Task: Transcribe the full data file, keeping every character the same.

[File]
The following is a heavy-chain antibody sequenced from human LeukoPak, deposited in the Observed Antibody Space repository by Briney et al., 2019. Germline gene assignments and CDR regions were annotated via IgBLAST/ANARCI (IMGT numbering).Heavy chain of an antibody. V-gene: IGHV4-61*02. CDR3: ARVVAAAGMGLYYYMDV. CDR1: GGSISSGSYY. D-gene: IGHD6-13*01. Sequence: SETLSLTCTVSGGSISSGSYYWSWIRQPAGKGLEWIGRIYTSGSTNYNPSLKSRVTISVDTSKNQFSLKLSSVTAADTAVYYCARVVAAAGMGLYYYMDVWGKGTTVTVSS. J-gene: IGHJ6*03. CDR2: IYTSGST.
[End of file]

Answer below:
The following is a heavy-chain antibody sequenced from human LeukoPak, deposited in the Observed Antibody Space repository by Briney et al., 2019. Germline gene assignments and CDR regions were annotated via IgBLAST/ANARCI (IMGT numbering).Heavy chain of an antibody. V-gene: IGHV4-61*02. CDR3: ARVVAAAGMGLYYYMDV. CDR1: GGSISSGSYY. D-gene: IGHD6-13*01. Sequence: SETLSLTCTVSGGSISSGSYYWSWIRQPAGKGLEWIGRIYTSGSTNYNPSLKSRVTISVDTSKNQFSLKLSSVTAADTAVYYCARVVAAAGMGLYYYMDVWGKGTTVTVSS. J-gene: IGHJ6*03. CDR2: IYTSGST.